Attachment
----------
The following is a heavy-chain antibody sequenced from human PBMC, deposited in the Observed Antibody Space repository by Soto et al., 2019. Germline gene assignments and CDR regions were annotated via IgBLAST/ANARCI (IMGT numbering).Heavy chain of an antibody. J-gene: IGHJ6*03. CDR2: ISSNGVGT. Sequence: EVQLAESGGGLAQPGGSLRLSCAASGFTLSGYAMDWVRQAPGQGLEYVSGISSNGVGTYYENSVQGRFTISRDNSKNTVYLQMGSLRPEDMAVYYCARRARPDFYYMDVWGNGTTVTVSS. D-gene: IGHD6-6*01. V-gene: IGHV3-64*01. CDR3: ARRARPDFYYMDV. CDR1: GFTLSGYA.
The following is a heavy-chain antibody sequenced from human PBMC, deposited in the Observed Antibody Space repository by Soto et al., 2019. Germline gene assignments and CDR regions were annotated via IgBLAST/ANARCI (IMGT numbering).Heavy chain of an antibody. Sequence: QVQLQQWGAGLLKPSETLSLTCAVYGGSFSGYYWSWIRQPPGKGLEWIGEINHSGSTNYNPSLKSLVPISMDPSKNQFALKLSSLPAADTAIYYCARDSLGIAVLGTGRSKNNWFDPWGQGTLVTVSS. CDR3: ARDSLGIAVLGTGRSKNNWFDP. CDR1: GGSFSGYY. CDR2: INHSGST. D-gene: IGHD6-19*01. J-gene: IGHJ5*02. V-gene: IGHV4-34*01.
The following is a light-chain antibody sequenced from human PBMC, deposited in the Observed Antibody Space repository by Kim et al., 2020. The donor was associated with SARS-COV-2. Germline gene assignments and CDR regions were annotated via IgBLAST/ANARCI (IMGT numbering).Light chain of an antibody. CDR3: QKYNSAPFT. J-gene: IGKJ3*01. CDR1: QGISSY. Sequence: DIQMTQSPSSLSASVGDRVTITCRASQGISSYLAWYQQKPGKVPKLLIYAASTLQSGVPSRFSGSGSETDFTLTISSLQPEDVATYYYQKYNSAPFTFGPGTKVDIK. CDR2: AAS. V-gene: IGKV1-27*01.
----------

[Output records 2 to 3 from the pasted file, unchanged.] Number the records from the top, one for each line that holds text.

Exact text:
The following is a heavy-chain antibody sequenced from human PBMC, deposited in the Observed Antibody Space repository by Soto et al., 2019. Germline gene assignments and CDR regions were annotated via IgBLAST/ANARCI (IMGT numbering).Heavy chain of an antibody. Sequence: QVQLQQWGAGLLKPSETLSLTCAVYGGSFSGYYWSWIRQPPGKGLEWIGEINHSGSTNYNPSLKSLVPISMDPSKNQFALKLSSLPAADTAIYYCARDSLGIAVLGTGRSKNNWFDPWGQGTLVTVSS. CDR3: ARDSLGIAVLGTGRSKNNWFDP. CDR1: GGSFSGYY. CDR2: INHSGST. D-gene: IGHD6-19*01. J-gene: IGHJ5*02. V-gene: IGHV4-34*01.
The following is a light-chain antibody sequenced from human PBMC, deposited in the Observed Antibody Space repository by Kim et al., 2020. The donor was associated with SARS-COV-2. Germline gene assignments and CDR regions were annotated via IgBLAST/ANARCI (IMGT numbering).Light chain of an antibody. CDR3: QKYNSAPFT. J-gene: IGKJ3*01. CDR1: QGISSY. Sequence: DIQMTQSPSSLSASVGDRVTITCRASQGISSYLAWYQQKPGKVPKLLIYAASTLQSGVPSRFSGSGSETDFTLTISSLQPEDVATYYYQKYNSAPFTFGPGTKVDIK. CDR2: AAS. V-gene: IGKV1-27*01.